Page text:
Originally published in
Rock Island Argus &
In my rural Illinois town, Veterans Day is a big deal. Here, after all, a veteran isn't a concept or an ideal. A vet is the old man next door who hoists a U.S. Army flag every morning, the kid who led the football team in touchdowns last year, the woman who stamps the date on your books at the library. She's your letter carrier. He's your Dad.
I'm visiting family in Denver this week. For the first time in decades, I'll spend Veterans Day in a big city. I'll miss my hometown's parade, the speeches, the laying of wreaths on the courthouse lawn, and hope the big city will honor our veterans in ways other than offering 30 percent off on linens and MP3 players.
Of course, I look forward to spending time with my grandsons. But I don't think I'll spend much time lecturing them on the importance of honoring our veterans. They're grade school boys, more interested in Legos than lectures on the importance of the citizen-soldier as a vital component of America's military readiness.
But they will not always be children. They will grow into the rights and responsibilities of citizenship. I hope, by then, I will have told them:
-- My grandsons, your family tree blossoms with generations of ancestors who served in the United States military, in war and in peace -- even Grandpa Frank! You live in a free United States because those young Americans, and millions like them, were willing to put down their plows and plans to take on important responsibilities.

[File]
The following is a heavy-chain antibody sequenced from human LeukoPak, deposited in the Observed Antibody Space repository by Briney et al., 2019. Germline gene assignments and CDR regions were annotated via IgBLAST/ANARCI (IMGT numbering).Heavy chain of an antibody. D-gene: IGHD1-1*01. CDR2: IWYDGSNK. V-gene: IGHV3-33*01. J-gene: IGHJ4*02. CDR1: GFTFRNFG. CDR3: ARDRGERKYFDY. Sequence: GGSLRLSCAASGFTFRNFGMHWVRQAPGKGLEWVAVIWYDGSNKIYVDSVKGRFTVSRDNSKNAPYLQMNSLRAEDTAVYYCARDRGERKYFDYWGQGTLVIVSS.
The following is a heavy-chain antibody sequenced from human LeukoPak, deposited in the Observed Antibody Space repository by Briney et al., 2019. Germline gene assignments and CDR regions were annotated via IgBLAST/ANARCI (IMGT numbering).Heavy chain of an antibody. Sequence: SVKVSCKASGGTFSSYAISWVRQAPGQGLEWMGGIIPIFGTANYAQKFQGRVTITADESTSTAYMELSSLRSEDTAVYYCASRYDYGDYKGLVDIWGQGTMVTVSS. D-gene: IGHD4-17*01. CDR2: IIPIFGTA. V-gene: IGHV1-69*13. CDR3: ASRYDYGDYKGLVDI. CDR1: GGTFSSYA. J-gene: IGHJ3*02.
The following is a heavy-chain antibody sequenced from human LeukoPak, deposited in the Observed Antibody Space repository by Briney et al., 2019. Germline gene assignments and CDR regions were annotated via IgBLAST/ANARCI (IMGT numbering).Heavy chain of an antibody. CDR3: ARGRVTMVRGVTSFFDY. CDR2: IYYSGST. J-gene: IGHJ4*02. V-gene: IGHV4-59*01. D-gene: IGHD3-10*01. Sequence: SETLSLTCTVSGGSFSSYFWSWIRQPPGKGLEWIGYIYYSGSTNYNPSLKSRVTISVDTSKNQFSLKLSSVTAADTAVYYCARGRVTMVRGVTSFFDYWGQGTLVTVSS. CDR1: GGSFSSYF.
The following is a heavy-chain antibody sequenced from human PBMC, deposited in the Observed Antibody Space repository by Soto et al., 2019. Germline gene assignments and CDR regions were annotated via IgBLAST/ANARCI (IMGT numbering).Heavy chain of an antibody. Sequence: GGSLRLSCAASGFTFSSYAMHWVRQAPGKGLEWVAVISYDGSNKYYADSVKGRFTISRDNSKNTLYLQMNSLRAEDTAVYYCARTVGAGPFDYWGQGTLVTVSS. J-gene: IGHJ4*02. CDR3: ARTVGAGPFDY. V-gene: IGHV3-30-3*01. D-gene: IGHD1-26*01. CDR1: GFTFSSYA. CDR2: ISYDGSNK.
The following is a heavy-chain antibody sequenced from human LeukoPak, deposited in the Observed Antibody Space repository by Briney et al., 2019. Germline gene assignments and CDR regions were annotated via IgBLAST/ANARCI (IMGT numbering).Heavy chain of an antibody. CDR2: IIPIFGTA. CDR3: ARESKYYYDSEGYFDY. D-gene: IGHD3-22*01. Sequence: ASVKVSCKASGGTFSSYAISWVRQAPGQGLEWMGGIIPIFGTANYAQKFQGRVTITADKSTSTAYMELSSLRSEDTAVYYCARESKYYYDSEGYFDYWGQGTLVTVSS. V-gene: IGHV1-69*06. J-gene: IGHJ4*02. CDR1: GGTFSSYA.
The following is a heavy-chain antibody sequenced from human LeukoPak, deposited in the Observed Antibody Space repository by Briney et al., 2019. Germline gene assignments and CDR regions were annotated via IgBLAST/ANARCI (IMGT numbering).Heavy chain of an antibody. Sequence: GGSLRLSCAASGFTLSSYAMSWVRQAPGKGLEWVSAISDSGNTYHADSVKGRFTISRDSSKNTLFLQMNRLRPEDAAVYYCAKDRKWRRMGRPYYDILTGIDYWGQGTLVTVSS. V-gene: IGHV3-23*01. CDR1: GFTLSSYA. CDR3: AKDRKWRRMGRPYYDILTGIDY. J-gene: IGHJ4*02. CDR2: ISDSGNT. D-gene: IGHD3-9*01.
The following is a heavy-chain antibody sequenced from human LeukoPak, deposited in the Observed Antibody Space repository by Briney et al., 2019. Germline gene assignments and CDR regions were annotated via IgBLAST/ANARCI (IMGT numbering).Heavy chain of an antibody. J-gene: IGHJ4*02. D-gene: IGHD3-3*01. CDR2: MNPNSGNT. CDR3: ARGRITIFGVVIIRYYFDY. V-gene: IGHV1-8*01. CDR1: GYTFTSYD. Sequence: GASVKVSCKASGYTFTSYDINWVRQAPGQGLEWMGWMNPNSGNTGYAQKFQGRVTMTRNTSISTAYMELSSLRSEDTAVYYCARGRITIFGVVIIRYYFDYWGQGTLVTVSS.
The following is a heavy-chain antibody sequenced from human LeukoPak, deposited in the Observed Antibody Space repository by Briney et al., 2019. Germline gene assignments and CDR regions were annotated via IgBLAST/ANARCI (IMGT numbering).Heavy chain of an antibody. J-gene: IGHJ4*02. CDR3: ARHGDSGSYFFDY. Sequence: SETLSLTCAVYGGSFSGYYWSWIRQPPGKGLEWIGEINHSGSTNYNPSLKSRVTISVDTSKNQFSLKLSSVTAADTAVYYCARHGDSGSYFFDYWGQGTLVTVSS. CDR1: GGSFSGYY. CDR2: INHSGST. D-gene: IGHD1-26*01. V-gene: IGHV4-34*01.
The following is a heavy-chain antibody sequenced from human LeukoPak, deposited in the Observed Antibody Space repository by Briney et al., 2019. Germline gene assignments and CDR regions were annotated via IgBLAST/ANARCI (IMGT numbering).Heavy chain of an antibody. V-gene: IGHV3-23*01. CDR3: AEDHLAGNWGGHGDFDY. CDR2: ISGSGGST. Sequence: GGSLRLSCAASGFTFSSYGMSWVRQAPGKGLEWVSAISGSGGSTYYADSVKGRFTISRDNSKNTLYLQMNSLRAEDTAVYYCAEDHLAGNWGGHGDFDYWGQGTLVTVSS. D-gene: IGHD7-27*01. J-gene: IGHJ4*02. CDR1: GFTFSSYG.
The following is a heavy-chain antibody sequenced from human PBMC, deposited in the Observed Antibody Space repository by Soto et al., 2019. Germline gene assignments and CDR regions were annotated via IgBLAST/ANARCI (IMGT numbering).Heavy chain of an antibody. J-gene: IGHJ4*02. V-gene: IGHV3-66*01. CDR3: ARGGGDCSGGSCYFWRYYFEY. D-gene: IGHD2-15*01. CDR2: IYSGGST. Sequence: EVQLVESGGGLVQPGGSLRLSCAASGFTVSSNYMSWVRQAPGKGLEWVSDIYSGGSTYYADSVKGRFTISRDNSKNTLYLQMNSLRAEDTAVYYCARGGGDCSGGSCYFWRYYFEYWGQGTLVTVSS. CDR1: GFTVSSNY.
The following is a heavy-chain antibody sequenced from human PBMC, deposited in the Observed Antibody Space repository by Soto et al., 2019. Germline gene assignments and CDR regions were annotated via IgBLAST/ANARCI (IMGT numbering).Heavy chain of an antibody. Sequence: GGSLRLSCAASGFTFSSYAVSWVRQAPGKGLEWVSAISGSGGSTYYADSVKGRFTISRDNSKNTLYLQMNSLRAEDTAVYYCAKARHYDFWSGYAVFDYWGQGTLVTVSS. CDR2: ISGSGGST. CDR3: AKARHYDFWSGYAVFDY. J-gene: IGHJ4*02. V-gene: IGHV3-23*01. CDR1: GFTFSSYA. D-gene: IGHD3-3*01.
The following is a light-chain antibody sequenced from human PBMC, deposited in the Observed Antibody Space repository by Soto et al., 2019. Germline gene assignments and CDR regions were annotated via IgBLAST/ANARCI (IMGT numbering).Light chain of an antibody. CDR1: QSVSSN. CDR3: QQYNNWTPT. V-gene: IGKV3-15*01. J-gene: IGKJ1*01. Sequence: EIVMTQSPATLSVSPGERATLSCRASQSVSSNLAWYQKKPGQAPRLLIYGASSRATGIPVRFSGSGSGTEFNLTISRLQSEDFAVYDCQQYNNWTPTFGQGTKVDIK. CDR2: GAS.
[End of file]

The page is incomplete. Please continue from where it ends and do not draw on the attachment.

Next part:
-- Joining the Armed Forces is an honorable form of service. Anyone who tries to tell you differently does not know about sacrifice, honor and the bonds of camaraderie that can withstand any such criticism. Yes, military service is honorable, but there are many other admirable ways to serve your country, your state or your community. How do you know if a job or profession is a true form of service? All you have to do is look at those who work in that field. Look at teachers, who spend their own money to buy pencils and books for their students. Look at nurses, who work long, exhausting shifts caring for the injured, the sick and the aged, and who so rarely hear the words, "Thank you." Look at cops, who are paid in complaints. Sacrifice can't be easily measured, but you know it when you see it. Where the sacrifice is, so is the service.
-- Always thank the soldier for his or her service. What he did, he did for you.
-- Never blame the war on the soldier. The sergeant in the foxhole did not start the war. In fact, he wishes it would be over even more than you or I do.
I hope my grandsons will grow up in a world in which war is a memory and the soldier's job is but to guard the peace. This has been the hope of every generation, and I pray it will be the truth of theirs.
But if they one day consider serving in uniform, I hope I, or someone, will remind them what boot camp drill instructors have always known: you don't have to be the bravest, strongest superhero to wear a uniform. A little willingness and enthusiasm have been sufficient turn millions of Americans into effective protectors of our country.
Even Grandpa Frank.